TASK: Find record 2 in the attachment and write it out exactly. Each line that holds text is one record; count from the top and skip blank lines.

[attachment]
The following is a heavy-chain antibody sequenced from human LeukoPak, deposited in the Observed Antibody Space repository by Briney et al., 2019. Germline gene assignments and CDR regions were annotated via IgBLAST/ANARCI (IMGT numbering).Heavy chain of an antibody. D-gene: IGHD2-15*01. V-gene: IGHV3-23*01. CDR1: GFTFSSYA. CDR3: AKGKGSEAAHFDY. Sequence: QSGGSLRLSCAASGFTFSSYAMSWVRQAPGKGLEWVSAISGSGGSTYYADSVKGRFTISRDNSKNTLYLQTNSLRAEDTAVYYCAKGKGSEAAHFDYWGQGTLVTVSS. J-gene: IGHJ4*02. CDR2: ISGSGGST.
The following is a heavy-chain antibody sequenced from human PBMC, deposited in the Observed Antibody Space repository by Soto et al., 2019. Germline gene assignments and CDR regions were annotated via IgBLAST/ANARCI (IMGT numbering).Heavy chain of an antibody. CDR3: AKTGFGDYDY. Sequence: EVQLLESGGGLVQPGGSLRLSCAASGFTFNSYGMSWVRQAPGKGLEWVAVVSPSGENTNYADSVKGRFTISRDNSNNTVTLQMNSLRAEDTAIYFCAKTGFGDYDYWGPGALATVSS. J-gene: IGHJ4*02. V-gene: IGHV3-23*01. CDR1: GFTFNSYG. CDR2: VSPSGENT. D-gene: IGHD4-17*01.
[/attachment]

The following is a heavy-chain antibody sequenced from human PBMC, deposited in the Observed Antibody Space repository by Soto et al., 2019. Germline gene assignments and CDR regions were annotated via IgBLAST/ANARCI (IMGT numbering).Heavy chain of an antibody. CDR3: AKTGFGDYDY. Sequence: EVQLLESGGGLVQPGGSLRLSCAASGFTFNSYGMSWVRQAPGKGLEWVAVVSPSGENTNYADSVKGRFTISRDNSNNTVTLQMNSLRAEDTAIYFCAKTGFGDYDYWGPGALATVSS. J-gene: IGHJ4*02. V-gene: IGHV3-23*01. CDR1: GFTFNSYG. CDR2: VSPSGENT. D-gene: IGHD4-17*01.